February birthstone is the amethyst
The February birthstone: The amethyst
As a matter of fact, amethysts contain the second most abundant mineral found in Earth’s crust: quartz. And quartz is often found lining the insides of geodes, which form near sites of volcanic activity. So it’s no wonder that geodes sometimes contain amethysts, and some amethyst geodes are amazingly large.
Like quartz, amethysts are a transparent form of silicon dioxide (SiO2). An amethyst’s color can range from a faint mauve to a rich purple. But where does the color come from? Some scientists believe the purple color arises from the amethysts’ iron oxide content, while others attribute the color to manganese or hydrocarbons.
Also, amethysts are very sensitive to heat. When heated to about 750 to 900 degrees Fahrenheit (400 or 500 degrees Celsius), an amethyst’s color changes to brownish-yellow or red. Then, under some circumstances, the stones turn green when heated. In fact, heat may even transform an amethyst into a naturally rare yellow mineral called citrine. And even without heating, the violet color of amethyst may fade over time.
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Commercial sources of amethyst are Brazil and Uruguay, and Arizona and North Carolina are the source of gem quality amethyst.
February birthstone lore
The amethyst has a rich history of lore and legend, traceable back to 25,000 years ago in France, where it was a decorative stone used by prehistoric humans. It has also been found among the remains from the Neolithic era.
It’s said that the signet ring worn by Cleopatra was an amethyst engraved with the figure of Mithra, a Persian deity symbolizing the Divine Idea, Source of Light and Life.
Saint Valentine supposedly wore an amethyst engraved with the figure of his assistant, Cupid. Also, Saint Valentine’s Day is in February.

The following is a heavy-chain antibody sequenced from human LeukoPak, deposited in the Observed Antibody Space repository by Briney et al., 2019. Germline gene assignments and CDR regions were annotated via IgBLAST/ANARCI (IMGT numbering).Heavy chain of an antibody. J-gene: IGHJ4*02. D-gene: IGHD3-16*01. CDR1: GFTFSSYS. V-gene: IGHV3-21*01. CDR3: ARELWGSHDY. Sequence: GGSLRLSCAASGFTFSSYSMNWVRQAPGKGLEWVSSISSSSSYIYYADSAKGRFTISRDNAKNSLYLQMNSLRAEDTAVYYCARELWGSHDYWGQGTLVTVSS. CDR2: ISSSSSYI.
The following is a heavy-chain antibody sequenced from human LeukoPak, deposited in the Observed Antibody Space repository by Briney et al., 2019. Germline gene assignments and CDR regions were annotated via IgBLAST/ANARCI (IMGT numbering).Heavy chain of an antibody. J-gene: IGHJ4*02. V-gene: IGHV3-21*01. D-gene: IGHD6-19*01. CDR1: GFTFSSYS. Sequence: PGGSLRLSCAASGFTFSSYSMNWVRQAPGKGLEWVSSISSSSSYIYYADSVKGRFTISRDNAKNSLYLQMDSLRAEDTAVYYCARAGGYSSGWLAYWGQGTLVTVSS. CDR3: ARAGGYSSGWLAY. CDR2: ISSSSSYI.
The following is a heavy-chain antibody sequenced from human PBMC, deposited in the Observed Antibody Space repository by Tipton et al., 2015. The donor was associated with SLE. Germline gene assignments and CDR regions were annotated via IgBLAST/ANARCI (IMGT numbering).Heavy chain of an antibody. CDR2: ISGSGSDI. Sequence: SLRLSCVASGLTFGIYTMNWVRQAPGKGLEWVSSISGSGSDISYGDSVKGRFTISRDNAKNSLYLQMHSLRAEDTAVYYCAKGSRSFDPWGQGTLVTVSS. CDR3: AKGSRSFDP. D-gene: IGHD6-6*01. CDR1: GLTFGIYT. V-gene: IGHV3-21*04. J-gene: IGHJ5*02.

The early Egyptians believed that the amethyst possessed good powers and placed the stones in the tombs of pharaohs. During the Middle Ages, amethyst was used as an amulet to dispel sleep, sharpen intellect, and protect the wearer from sorcery. It was also believed to bring victory in battle. In Arabian mythology, amethyst was supposed to protect the wearer from bad dreams and gout.
Amethyst means not drunk
The word amethyst comes from the Greek word “amethystos,” meaning “not drunk,” and so myths say it prevents its wearers from becoming intoxicated. The following is a story from Greco-Roman mythology, as quoted from “Birthstones” by Willard Heaps:
Bacchus, the god of wine in classical mythology, was offended by Diana the huntress. Determined on revenge, he declared that the first person he met as he went through the forest would be eaten by his tigers. As it happened, the first person to cross his path was the beautiful maiden Amethyst on her way to worship at the shrine of Diana. In terror, she called upon the goddess to save her, and before his eyes, Bacchus observed the maiden changed to a pure white, sparkling image of stone.
Realizing his guilt and repenting his cruelty, Bacchus poured grape wine over her, thus giving the stone the exquisite violet hue of the amethyst. The carryover to non-intoxication was quite logical, and in ancient Rome, amethyst cups were used for wine, so drinkers would have no fear of overindulgence.
See the birthstones for the rest of the year
Bottom line: Without a doubt, the purple February birthstone, the amethyst, has a colorful and interesting history.